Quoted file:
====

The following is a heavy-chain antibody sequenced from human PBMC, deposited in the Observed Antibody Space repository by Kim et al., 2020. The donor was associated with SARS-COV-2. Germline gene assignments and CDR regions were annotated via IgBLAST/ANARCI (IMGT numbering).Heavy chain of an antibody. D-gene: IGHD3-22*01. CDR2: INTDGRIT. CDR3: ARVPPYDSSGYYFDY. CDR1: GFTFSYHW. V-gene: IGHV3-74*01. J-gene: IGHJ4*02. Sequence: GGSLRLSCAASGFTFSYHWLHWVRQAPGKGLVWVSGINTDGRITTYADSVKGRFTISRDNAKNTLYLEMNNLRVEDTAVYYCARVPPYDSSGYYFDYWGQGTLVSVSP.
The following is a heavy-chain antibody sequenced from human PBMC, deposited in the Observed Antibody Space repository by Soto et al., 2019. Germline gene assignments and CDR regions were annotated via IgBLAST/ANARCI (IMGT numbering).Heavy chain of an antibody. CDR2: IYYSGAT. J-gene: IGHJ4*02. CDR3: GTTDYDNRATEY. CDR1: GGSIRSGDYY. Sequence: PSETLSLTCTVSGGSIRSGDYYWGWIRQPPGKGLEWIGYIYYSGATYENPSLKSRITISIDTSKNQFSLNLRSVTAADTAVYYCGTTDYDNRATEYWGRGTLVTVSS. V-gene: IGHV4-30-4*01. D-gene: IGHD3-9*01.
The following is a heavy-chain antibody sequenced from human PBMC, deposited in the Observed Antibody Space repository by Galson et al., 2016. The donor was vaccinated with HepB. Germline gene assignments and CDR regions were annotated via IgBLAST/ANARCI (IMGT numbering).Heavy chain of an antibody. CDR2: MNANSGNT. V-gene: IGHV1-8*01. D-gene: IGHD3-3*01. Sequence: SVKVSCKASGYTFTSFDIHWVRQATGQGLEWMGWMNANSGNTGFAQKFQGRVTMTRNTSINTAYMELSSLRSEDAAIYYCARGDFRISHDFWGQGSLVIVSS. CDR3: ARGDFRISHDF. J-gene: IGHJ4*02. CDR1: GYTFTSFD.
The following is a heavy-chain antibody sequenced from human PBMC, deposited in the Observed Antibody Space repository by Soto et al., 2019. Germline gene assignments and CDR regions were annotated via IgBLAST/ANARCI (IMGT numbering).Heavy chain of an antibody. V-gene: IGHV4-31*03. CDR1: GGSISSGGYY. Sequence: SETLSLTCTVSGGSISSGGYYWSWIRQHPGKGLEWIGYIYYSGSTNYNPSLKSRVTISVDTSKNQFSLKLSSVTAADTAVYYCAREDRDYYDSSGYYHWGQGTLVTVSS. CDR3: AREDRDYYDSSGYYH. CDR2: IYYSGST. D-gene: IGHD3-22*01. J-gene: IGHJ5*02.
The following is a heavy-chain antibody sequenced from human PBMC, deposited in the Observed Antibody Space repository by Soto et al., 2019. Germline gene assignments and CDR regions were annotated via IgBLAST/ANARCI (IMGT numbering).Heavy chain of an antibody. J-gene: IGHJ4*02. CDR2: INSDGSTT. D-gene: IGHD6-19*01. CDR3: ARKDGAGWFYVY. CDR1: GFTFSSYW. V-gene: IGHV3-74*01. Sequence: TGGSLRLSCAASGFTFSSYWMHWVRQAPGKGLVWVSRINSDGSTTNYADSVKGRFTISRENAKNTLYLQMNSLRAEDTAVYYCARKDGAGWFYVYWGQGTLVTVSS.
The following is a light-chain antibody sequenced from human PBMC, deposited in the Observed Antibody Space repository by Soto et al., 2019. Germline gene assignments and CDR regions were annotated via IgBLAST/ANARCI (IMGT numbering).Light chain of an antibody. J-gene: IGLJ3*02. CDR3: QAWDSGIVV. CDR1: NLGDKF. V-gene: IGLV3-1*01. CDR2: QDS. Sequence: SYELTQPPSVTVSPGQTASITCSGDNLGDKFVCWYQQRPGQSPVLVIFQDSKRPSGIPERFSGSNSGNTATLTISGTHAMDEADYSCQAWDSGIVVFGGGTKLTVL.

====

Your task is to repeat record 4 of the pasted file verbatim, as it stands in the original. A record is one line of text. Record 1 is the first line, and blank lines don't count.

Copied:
The following is a heavy-chain antibody sequenced from human PBMC, deposited in the Observed Antibody Space repository by Soto et al., 2019. Germline gene assignments and CDR regions were annotated via IgBLAST/ANARCI (IMGT numbering).Heavy chain of an antibody. V-gene: IGHV4-31*03. CDR1: GGSISSGGYY. Sequence: SETLSLTCTVSGGSISSGGYYWSWIRQHPGKGLEWIGYIYYSGSTNYNPSLKSRVTISVDTSKNQFSLKLSSVTAADTAVYYCAREDRDYYDSSGYYHWGQGTLVTVSS. CDR3: AREDRDYYDSSGYYH. CDR2: IYYSGST. D-gene: IGHD3-22*01. J-gene: IGHJ5*02.